our final exam was a run of short radius, a run of medium radius (GS), and a mix. We also did a fake coaching session for a skill. Oh I just found my 'report card'.
So they were looking for, skill wise:

ON the GS turns:
- stability in all planes, side cut both skis, separation and angulation skills, link turns w rhythm, movement, speed, left right symmetry, manage speed with turn shape and type, glide between turns, carve in fall line

ON the short radius turns
- same as above plus upper body/arm discipline,pole plant for timing

I'm sure if you posted a video of yourself here people could tell you if your skiing was up to snuff pretty easily.

Hope this helps!
post #3 of 25
Thread Starter 
Thanks for your input.

Originally Posted by sarahmskis View Post
I'm sure if you posted a video of yourself here people could tell you if your skiing was up to snuff pretty easily.
That sounds like the best excuse to book a last minute deal for next week that I've yet heard!

Just had another look on the website of the group I'm looking to use and they run the course over 6 days instead of the standard 3 days, which sounds good.
post #4 of 25
The last I knew, a minimum CSIA Level II is required to do the CSCF Level I. You may want to check into this....
post #5 of 25
Thread Starter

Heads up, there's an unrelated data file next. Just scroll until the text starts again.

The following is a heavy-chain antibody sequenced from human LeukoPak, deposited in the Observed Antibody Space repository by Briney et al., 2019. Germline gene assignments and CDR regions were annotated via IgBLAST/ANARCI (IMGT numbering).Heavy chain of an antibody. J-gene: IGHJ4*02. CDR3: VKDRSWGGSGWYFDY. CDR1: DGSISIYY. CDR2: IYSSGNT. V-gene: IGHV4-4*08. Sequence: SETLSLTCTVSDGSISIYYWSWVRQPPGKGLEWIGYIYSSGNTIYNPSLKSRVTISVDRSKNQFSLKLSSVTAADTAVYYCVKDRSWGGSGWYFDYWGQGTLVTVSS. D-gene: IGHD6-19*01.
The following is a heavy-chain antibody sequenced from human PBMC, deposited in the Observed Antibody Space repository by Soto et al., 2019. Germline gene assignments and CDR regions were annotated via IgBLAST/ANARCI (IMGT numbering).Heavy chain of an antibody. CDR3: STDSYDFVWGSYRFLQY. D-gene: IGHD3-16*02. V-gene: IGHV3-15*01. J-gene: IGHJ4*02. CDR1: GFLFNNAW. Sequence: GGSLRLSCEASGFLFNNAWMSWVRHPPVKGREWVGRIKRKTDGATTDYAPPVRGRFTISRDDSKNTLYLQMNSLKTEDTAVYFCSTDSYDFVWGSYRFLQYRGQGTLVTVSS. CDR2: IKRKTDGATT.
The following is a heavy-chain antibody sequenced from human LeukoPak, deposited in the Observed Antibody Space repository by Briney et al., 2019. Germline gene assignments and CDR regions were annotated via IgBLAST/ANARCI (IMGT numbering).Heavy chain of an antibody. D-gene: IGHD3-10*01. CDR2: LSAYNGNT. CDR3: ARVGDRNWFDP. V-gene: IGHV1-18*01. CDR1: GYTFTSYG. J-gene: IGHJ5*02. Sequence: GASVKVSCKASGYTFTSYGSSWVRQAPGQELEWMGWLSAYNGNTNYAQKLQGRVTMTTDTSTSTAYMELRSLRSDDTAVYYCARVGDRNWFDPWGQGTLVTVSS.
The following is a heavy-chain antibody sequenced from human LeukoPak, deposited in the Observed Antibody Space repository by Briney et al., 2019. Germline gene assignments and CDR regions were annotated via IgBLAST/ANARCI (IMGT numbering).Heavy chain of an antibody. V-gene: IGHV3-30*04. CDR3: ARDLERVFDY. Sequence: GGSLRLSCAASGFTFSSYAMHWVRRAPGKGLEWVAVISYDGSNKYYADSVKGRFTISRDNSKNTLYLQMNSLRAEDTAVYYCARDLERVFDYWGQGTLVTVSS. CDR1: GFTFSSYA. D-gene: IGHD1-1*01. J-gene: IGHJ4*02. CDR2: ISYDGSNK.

Thanks; just checked, but the only prerequisite is that participants are 15 years old (and presumably can ski a bit...)
post #6 of 25
There's no pre-req for either the CSIA or CSCF level 1. It's a fun course, if you're comfortable on your edges and carving then it shouldn't be a big issue skiing-wise, but if you felt the CSIA 1 was challenging, then you may have some trouble. In general, the skiing required of a CSCF level is closer to the next step up in CSIA levels (ie CSCF 1 is closer to CSIA 2 skiing, etc), but that's not an exact rule.

My advice is just go out and do it! It's generally a fun course and you can start your learning from it.
post #7 of 25
I would highly recommend the CSCF 1 course. It would be a great addition to what you have started with CSIA 1 certification. As noted elsewhere, the CSCF 1 course usually doesn't involve actual gate training, but it is very much race performance oriented, and will help you with racing. As long as you are comfortable with skiing fast, and are interested in learning, it would be a great training experience even if you're not quite ready to pass first time through. The Andorra sessions are staffed by excellent course conductors from both the CSIA and CSCF.

The skiing standard is a big step up from the CSIA 1 course, most notably in terms of the expected ski performance. A common student mix in our area (southern Ontario) is CSIA Level 2 instructors and 15/16 year old kids who have been racing for half a dozen years or so. Most of the CSIA 2 folks do well: they have to push themselves on the skiing part, but they have a good teaching background which helps them pick up the coaching content. The racer kids easily meet the skiing standard, but will usually have more to learn for coaching.
post #8 of 25
Thread Starter 
Thanks CI/mm, sounds like I've got the response I was hoping for ( ), go and do it - if I pass, then that's fantastic; if I don't, I'll doubtless still have improved my skiing and coaching/instructing skills no end. I'm more comfortable carving than anything else, so hopefully I'll be able to develop that.